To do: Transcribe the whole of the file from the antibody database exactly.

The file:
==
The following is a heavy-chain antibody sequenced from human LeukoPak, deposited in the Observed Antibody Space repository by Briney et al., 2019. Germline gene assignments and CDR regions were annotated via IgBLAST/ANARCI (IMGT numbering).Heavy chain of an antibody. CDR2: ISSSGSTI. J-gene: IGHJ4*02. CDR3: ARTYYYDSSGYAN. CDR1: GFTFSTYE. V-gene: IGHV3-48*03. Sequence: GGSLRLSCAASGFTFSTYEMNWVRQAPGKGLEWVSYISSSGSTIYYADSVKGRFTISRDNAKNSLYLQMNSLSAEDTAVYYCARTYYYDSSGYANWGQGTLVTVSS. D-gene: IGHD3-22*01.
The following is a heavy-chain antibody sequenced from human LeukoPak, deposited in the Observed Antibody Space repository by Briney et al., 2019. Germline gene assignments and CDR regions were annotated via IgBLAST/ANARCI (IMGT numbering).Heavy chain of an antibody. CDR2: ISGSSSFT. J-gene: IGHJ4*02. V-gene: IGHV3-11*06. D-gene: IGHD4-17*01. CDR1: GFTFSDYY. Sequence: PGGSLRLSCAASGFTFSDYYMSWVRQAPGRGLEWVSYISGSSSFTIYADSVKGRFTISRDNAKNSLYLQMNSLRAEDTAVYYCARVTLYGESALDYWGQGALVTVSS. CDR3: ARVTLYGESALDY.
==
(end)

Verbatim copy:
The following is a heavy-chain antibody sequenced from human LeukoPak, deposited in the Observed Antibody Space repository by Briney et al., 2019. Germline gene assignments and CDR regions were annotated via IgBLAST/ANARCI (IMGT numbering).Heavy chain of an antibody. CDR2: ISSSGSTI. J-gene: IGHJ4*02. CDR3: ARTYYYDSSGYAN. CDR1: GFTFSTYE. V-gene: IGHV3-48*03. Sequence: GGSLRLSCAASGFTFSTYEMNWVRQAPGKGLEWVSYISSSGSTIYYADSVKGRFTISRDNAKNSLYLQMNSLSAEDTAVYYCARTYYYDSSGYANWGQGTLVTVSS. D-gene: IGHD3-22*01.
The following is a heavy-chain antibody sequenced from human LeukoPak, deposited in the Observed Antibody Space repository by Briney et al., 2019. Germline gene assignments and CDR regions were annotated via IgBLAST/ANARCI (IMGT numbering).Heavy chain of an antibody. CDR2: ISGSSSFT. J-gene: IGHJ4*02. V-gene: IGHV3-11*06. D-gene: IGHD4-17*01. CDR1: GFTFSDYY. Sequence: PGGSLRLSCAASGFTFSDYYMSWVRQAPGRGLEWVSYISGSSSFTIYADSVKGRFTISRDNAKNSLYLQMNSLRAEDTAVYYCARVTLYGESALDYWGQGALVTVSS. CDR3: ARVTLYGESALDY.